Phlox is a prolific bloomer that will attract butterflies to your garden. You might find bees and hummingbirds enjoying their nectar, too. There are two varieties – garden phlox which is upright and grows about 3-feet tall, and creeping phlox which is great for borders and rock gardens. Both are perennials and prefer full sun, although garden phlox enjoy afternoon shade. Zones 4-8.

Pink Phlox attract butterflies to your yard


Heirloom Roses are a must-have in a cottage garden. They tend to be more finicky than their modern counterparts but are generally more fragrant. There are numerous varieties, each one with its own gardening requirements. Visit Heirloom Roses for more information.

Pink Climbing Roses on a Garden Arbor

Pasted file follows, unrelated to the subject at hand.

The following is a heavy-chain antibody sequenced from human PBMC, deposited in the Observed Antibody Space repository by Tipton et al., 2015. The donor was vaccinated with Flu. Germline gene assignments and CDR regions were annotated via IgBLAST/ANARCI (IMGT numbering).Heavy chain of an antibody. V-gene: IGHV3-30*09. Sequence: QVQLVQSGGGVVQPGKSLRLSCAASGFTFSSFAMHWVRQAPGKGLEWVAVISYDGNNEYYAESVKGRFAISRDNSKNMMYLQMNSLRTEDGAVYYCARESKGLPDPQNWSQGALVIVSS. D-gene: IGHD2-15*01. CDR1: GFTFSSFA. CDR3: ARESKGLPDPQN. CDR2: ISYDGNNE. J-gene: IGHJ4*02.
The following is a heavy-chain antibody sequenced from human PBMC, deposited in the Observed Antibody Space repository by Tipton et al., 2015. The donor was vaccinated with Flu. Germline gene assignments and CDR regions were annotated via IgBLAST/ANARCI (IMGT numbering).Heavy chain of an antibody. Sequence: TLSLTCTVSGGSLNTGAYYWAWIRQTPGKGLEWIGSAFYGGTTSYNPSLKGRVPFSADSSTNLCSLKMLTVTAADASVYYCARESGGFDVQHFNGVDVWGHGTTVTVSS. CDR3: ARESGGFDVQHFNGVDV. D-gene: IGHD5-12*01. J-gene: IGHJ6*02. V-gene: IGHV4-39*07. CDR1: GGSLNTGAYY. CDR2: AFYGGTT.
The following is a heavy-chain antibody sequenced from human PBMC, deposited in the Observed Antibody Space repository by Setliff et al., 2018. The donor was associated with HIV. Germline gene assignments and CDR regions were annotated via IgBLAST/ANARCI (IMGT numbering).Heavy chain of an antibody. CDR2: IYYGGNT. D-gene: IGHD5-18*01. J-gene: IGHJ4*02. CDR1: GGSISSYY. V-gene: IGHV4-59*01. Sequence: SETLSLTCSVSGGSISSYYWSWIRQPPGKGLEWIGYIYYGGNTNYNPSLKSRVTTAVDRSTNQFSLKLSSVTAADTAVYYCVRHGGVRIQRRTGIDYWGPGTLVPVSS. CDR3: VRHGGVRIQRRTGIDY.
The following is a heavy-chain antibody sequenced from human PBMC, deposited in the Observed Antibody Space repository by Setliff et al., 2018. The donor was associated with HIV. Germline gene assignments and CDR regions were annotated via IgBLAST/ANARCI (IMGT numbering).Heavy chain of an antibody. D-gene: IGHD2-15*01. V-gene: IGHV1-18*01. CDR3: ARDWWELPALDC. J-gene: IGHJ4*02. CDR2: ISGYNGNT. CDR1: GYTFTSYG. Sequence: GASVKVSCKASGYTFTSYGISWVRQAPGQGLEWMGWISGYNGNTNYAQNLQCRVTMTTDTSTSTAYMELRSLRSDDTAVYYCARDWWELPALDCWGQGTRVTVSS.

These cottage flowers are my top choices for creating an old-fashioned, messy flower garden, although there’s even more options you can consider. It’s never too late to start planning your outdoor spaces – that’s what’s so great about gardening. Not to mention you can move plants around and treat your yard like a canvas that you can tweak and edit with every passing year.


And now, be sure to visit my cozy living friends below to see what they’ve got going on this month!

Cozy Living Series - April 2021

Duke Manor Farm / Creative Cain Cabin / Finding Silver Pennies / Town and Country Living


Cozy Living Series - April 2021

Vinyet Etc. / Hymns and Verses / A Stroll Thru Life



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  1. Aw, loved seeing all these beautiful flowers while sipping my morning coffee. I agree, I like a more “messy” garden. I like it to look a little bit wild and overgrown. LOVE the sunflowers and roses. Hoping to add more roses to our yard this year but it means getting rid of the wisteria…